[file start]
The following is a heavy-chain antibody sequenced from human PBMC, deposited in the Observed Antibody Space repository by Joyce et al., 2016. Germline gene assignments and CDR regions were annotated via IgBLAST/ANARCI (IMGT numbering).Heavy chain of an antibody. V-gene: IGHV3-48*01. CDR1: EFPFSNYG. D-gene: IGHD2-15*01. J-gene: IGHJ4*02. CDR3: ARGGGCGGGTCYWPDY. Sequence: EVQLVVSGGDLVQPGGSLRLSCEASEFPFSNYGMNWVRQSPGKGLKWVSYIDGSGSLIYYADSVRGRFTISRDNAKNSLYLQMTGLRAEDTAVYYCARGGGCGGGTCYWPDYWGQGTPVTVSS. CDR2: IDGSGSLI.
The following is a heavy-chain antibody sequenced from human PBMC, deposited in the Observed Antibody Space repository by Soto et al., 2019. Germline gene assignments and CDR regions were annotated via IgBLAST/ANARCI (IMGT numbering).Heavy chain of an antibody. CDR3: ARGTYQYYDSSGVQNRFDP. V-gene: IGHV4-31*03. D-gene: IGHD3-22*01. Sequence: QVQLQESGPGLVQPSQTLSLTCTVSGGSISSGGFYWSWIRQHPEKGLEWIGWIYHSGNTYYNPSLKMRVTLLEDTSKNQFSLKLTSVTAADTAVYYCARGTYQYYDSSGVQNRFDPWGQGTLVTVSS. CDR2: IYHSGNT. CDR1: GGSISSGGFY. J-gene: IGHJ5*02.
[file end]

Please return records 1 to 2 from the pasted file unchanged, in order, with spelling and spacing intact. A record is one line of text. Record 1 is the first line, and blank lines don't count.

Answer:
The following is a heavy-chain antibody sequenced from human PBMC, deposited in the Observed Antibody Space repository by Joyce et al., 2016. Germline gene assignments and CDR regions were annotated via IgBLAST/ANARCI (IMGT numbering).Heavy chain of an antibody. V-gene: IGHV3-48*01. CDR1: EFPFSNYG. D-gene: IGHD2-15*01. J-gene: IGHJ4*02. CDR3: ARGGGCGGGTCYWPDY. Sequence: EVQLVVSGGDLVQPGGSLRLSCEASEFPFSNYGMNWVRQSPGKGLKWVSYIDGSGSLIYYADSVRGRFTISRDNAKNSLYLQMTGLRAEDTAVYYCARGGGCGGGTCYWPDYWGQGTPVTVSS. CDR2: IDGSGSLI.
The following is a heavy-chain antibody sequenced from human PBMC, deposited in the Observed Antibody Space repository by Soto et al., 2019. Germline gene assignments and CDR regions were annotated via IgBLAST/ANARCI (IMGT numbering).Heavy chain of an antibody. CDR3: ARGTYQYYDSSGVQNRFDP. V-gene: IGHV4-31*03. D-gene: IGHD3-22*01. Sequence: QVQLQESGPGLVQPSQTLSLTCTVSGGSISSGGFYWSWIRQHPEKGLEWIGWIYHSGNTYYNPSLKMRVTLLEDTSKNQFSLKLTSVTAADTAVYYCARGTYQYYDSSGVQNRFDPWGQGTLVTVSS. CDR2: IYHSGNT. CDR1: GGSISSGGFY. J-gene: IGHJ5*02.